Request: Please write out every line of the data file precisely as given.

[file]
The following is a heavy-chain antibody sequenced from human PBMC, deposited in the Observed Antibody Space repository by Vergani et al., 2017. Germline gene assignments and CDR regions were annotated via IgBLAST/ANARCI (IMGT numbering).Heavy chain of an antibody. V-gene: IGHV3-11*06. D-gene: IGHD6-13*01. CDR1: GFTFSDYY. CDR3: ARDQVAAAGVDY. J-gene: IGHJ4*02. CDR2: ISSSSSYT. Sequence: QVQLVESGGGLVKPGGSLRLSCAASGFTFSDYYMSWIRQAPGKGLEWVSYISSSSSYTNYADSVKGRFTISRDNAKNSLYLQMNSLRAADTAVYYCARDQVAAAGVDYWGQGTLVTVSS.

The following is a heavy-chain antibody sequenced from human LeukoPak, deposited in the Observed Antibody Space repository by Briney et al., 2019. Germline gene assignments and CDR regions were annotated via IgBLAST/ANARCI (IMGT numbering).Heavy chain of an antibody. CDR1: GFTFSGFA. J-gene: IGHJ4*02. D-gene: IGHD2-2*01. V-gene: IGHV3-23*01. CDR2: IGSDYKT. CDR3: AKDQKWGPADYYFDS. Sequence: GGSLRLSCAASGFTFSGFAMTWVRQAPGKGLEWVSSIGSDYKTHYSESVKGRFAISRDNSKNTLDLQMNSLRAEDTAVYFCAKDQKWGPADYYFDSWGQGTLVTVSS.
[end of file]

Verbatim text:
The following is a heavy-chain antibody sequenced from human PBMC, deposited in the Observed Antibody Space repository by Vergani et al., 2017. Germline gene assignments and CDR regions were annotated via IgBLAST/ANARCI (IMGT numbering).Heavy chain of an antibody. V-gene: IGHV3-11*06. D-gene: IGHD6-13*01. CDR1: GFTFSDYY. CDR3: ARDQVAAAGVDY. J-gene: IGHJ4*02. CDR2: ISSSSSYT. Sequence: QVQLVESGGGLVKPGGSLRLSCAASGFTFSDYYMSWIRQAPGKGLEWVSYISSSSSYTNYADSVKGRFTISRDNAKNSLYLQMNSLRAADTAVYYCARDQVAAAGVDYWGQGTLVTVSS.

The following is a heavy-chain antibody sequenced from human LeukoPak, deposited in the Observed Antibody Space repository by Briney et al., 2019. Germline gene assignments and CDR regions were annotated via IgBLAST/ANARCI (IMGT numbering).Heavy chain of an antibody. CDR1: GFTFSGFA. J-gene: IGHJ4*02. D-gene: IGHD2-2*01. V-gene: IGHV3-23*01. CDR2: IGSDYKT. CDR3: AKDQKWGPADYYFDS. Sequence: GGSLRLSCAASGFTFSGFAMTWVRQAPGKGLEWVSSIGSDYKTHYSESVKGRFAISRDNSKNTLDLQMNSLRAEDTAVYFCAKDQKWGPADYYFDSWGQGTLVTVSS.